I have read this message numerous times over the years and it never fails to light a fire under me and provide a wake up call when I am tempted to get grumpy about life circumstances. Way too often, I find myself (or actually, lose myself) in those pity parties where the walls echo with my complaints, since I am usually the only guest there, so I wise up fairly quickly and leave. It can take the form of kvetching about an interaction at my full time job, where my perception is that I am expected to do what seems impossible (miracle worker…social worker…same thing) with people who have such sincere and severe needs and at times, unreasonable demands. It may look like not getting ‘my way’ in an interpersonal interaction. It may present like feeling unappreciated when someone asks “What have you done for me lately?” And it may seem like things aren’t moving fast enough in my creative endeavors.
Even though I have slowed down considerably since last year when my beloved Mom passed the day after Thanksgiving, I still have been keeping a schedule that might make most people’s heads spin. In the past week, I have worked at my full time job, went to a book signing for Mike Dooley’s Leveraging the Universe, which I wrote about yesterday, spending 3 hours or so prior to work and 3 hours or so afterward writing articles, doing marketing for my book, which just came out, setting up my own book signings, prepping for a class I am teaching with my friend Peggy this coming week, went to the gym several times, activities with friends, attending a concert/kirtan with Deva Premal, Miten and Manose , planning a trip to Arizona…added to that ‘normal people stuff’ such as household responsibilities, as well as eating, sleeping, bathing and, oh yes…breathing. And still, at times, I feel like I am standing still…what’s up with THAT? Have I forgotton the adage “Delays are not denials”? Apparently so.
The part of me that demands superhuman effort wants to see the results of my actions blossom more quickly and then the spiritual amnesia that has had me in its grip, abates as I look at my accomplishments and where I was a year ago. The High Holidays have just passed and I have long viewed them as an opportunity to ‘take stock’ of where I was and where I am now. Twelve months ago, I was traveling back and forth from PA to FLA to be with my Mom on her hospice journey, wondering when it would be the last trip. I was questioning if I would ever complete my book, dragging my feet in fear, but calling it “I’m-too-busy-how-could-I-possibly-complete-it-in-the-midst-of-all-this-other-stuff?” I dreaded handling her estate afterward, and yet, with the support and guidance of a financial advisor friend, am nearly complete with the major tasks. I question my grief process which has me feeling far less entrenched than I imagined I would be and yet, I know it’s perfect, since I am aware of her presence so strongly at times. Tears flow when they do and then they cease and I move forward into the next moment.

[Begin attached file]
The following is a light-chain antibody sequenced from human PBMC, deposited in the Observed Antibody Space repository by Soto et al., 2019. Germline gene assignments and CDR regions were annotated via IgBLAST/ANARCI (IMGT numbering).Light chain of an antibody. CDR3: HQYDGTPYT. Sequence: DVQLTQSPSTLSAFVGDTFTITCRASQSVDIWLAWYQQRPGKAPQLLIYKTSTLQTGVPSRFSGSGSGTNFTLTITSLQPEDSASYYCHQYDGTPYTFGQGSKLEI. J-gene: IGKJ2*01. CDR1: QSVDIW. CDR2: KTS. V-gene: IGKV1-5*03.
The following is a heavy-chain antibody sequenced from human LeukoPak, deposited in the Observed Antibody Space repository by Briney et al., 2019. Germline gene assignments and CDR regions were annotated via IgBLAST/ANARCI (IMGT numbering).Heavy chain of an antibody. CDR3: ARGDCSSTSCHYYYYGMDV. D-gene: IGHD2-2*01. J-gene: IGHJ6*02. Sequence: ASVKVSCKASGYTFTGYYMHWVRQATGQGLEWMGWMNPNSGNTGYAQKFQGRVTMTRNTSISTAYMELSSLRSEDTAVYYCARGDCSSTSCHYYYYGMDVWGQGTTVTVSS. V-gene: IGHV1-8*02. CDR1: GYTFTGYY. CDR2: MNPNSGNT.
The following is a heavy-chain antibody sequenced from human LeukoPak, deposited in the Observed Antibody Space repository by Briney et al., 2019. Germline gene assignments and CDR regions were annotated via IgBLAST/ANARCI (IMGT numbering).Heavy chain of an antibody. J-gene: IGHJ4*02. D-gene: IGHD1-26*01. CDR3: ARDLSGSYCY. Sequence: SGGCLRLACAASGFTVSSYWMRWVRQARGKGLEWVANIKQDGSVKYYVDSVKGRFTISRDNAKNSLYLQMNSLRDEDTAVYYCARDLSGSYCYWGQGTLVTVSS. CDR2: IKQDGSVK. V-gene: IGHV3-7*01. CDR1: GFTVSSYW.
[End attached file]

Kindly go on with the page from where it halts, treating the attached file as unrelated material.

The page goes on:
I know ultimately that I am the only one in charge of my atty-tood and the only one that can shift from where I am to where I choose to be. I can cut myself some slack and as I did in the wee hours this morning before writing this, allow my monkey mind to have its say; screeching and complaining about what didn’t feel fair…’How come…why not….what’s wrong with this picture?”, rather than supressing as I sometimes do and then covering it over with shiny paper. One thing I have learned is that if you wrap dog poop in pretty paper and tie a ribbon around it, it is still dog poop. Instead, I have used the metaphorical mess as fertilizer for my dreams and visions. Once I did that, I was able to ask “What’s right with this picture?” and the answer arrived that it is again the exercise equipment that strengthens and stretches me. And the rest is still unwritten…
http://youtu.be/TtGY4G7II6s Unwritten by Natasha Bedingfield
Words have always fascinated me and I have been tickled by the ways in which they can either enliven or disempower. Our minds are like those velcro dart boards that attract and let stick all of the daily input that swirls around us. On any given day, I am told, we think 60,000 some thoughts and the majority are yukky-sucky, self or other deprecating and tripping up, roadblocking and keep us stuck where don’t wanna be. What if we could, instead, engage in life affirmation in practical, effective ways? A silly question, as I ask it, because it is not what if, but what is!
Enter Mike Dooley, a tax accountant by training and many years experience working for Price Waterhouse, whose spread sheet now has fun and frolic dancing across it and not just facts and figures. He stepped onto the international stage as one of the transformational movers and shakers in the now iconic film The Secret with three key words “Thoughts Become Things.” These days, he travels the world, offering the not-so-secret concepts that we are loved by a benevolent Universe that has our best interests at heart and has messages to offer if we have the ears to hear them. He willingly has become a pen for such missives that he calls “Messages From the Universe” that can come daily to your email inbox.